Using a Phillips screw driver to remove the hinge cover, we find both wiring and a clear plastic tube to carry the water.

And the clear plastic tube has a hole in it.  Looks like it has been bent too much or too often.

Since this is a brand new refrigerator, I call Fry's.  They say to call Whirlpool.  Calling Whirlpool customer service, I get Kitchenaid, who says they are also Whirlpool.  Customer service wants to identify the specific part  that needs to be replaced, to decide if this needs a technician, or can be done by the customer (me).  So they transfer me to a separate company who handles all their parts (Marcone Supply), but they can't determine exactly what part it is, and transfer me back to Whirlpool/Kitchenaid.  This time they greet me as Amana, and says they also are Maytag.

In any case, they set up for someone from A & E Factory Service to come out on Friday morning (8 to 12).

On Friday, a technician shows up, agrees on the problem, but does not have the part on his truck.  He orders the part --  will be shipped UPS directly to my house --  and schedules for someone else to come out next Thursday to do the replacement repair work.  In the meantime, "don't use the water".

Digging up Zone 2

With the start of the cement for  the wall for the pathway poured, Zone 2 is completely defined.  So we can begin taking out the remaining rocks and providing better dirt.

We start digging out the dirt, to get down to the rock, mixing the dirt with some of the Fall leaves we have been collecting.

As we dig the dirt out, separate out the rocks, and mix in the dirt, we move it so that it fills in the parts of Zone 2 that we had dug out.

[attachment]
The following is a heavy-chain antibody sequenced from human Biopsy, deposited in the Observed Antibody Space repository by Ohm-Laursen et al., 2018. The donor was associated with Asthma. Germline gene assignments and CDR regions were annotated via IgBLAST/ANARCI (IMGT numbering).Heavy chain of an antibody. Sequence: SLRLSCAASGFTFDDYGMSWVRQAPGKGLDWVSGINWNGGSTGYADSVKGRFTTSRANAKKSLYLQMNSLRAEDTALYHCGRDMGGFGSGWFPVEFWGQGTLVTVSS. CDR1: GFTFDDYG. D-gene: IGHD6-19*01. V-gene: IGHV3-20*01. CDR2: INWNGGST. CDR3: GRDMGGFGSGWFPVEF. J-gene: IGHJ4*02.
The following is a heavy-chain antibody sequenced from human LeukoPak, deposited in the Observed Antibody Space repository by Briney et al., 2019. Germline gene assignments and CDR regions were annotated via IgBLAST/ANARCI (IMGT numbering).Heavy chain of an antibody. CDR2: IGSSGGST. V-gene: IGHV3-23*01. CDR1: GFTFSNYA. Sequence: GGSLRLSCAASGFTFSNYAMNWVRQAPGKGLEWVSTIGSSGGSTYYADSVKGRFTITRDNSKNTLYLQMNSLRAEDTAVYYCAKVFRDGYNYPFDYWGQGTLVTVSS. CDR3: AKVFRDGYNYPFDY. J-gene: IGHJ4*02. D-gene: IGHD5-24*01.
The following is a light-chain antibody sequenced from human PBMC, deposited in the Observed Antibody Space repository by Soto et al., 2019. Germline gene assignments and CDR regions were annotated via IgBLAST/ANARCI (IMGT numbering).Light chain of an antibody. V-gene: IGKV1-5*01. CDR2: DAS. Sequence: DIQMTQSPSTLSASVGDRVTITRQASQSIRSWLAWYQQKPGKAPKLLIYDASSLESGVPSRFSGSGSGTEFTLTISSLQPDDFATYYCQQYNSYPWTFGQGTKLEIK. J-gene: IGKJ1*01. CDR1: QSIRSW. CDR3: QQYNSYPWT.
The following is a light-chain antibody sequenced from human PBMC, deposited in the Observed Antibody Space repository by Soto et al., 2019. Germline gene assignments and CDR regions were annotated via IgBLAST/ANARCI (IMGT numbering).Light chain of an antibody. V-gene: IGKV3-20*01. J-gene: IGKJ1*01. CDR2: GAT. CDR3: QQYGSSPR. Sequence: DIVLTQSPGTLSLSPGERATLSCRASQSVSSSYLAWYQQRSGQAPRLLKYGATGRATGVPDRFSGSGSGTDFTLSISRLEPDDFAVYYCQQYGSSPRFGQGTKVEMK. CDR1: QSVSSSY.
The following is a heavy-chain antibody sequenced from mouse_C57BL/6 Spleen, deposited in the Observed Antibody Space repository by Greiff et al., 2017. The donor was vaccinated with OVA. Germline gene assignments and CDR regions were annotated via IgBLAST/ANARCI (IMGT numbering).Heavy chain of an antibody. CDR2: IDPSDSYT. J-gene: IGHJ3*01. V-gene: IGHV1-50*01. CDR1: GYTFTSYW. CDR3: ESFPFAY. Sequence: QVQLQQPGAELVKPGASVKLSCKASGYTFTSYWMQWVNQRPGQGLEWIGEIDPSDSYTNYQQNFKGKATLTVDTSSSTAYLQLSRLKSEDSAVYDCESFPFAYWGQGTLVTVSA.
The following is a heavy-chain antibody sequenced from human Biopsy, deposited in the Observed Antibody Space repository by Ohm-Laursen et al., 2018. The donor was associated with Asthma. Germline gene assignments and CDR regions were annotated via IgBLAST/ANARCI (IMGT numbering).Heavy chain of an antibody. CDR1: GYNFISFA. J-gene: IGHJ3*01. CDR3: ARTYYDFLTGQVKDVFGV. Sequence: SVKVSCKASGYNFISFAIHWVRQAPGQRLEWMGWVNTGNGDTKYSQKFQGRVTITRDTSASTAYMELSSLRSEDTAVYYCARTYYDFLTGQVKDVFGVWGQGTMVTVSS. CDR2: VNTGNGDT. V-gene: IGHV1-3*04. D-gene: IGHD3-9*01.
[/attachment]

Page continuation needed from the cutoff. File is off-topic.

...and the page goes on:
We cannot get all of the rock out, since some of it is directly under the Chinese Pistache.   We are getting in as close as we feel we can.  If the tree dies at some time in the future, we should dig down and get the rest of this rock out.

Friday, November 16, 2012

First part of the final pathway walls

I don't have either enough time or enough concrete right now to finish the walkway, but I could at least get started. 

I framed the shorter of the two walls to define the walkway.

And then filled it with concrete.

Threading the new conduit

Getting the cable and telephone lines into the conduit was a farce.

I called both AT&T (telephone) and Time-Warner (cable) on Monday to see if they wanted to do this work.  Both said they would schedule someone to come out and put their cable in the new conduit.

But Time-Warner didn't give a day when they would be out, and so on Wednesday, I decided to do it myself.  I disconnected the cable from the cable box out near the fence and put it in the conduit at the house, eventually getting it out of the conduit back near the fence.  I hooked it back up at the cable box, and tested that everything still worked.  As I was cleaning things up, guess who shows up? A cable guy.

He goes over the work, and decides that it would be better to just run a new cable, replacing the old cable.  That way it can be exactly the right length.  Also he inspected the big cables in the ground that I uncovered and figured they should be repaired and maintained.  So he put a service call in for another person to come out and fix them.  On Thursday, they came out and re-did those connections.

So the Time-Warner work went pretty well.

The AT&T work, on the other hand, was different.  After the call on Monday, the AT&T repair customer service said that someone would be out on Tuesday, 8 to 12.  No one showed up.  I called back and they said someone would be out on Friday, 9 to 7. 

On Thursday, they tried to get a hold of me, but I was pouring concrete and didn't hear the phone.  I wasn't expecting anyone to call on Thursday, since they had said they would be out on Friday.  The guy on Thursday said that they were given the address "Harbor Ridge Cove" instead of "Barker Ridge Cove", and since they couldn't find that, had tossed the work order into a "junk" bin.

On Friday, I call them, again, and they said the address was correct, but they couldn't decide what area of town it was, and no one would be out -- they would have to reschedule for a later time.  I thought this was ridiculous, so I told them they were incompetent, and I would just do the work myself.

I started with the Network Interface box just hanging there.

First we record which wires are attached where, and then disconnect the wires and attach the box to the wall.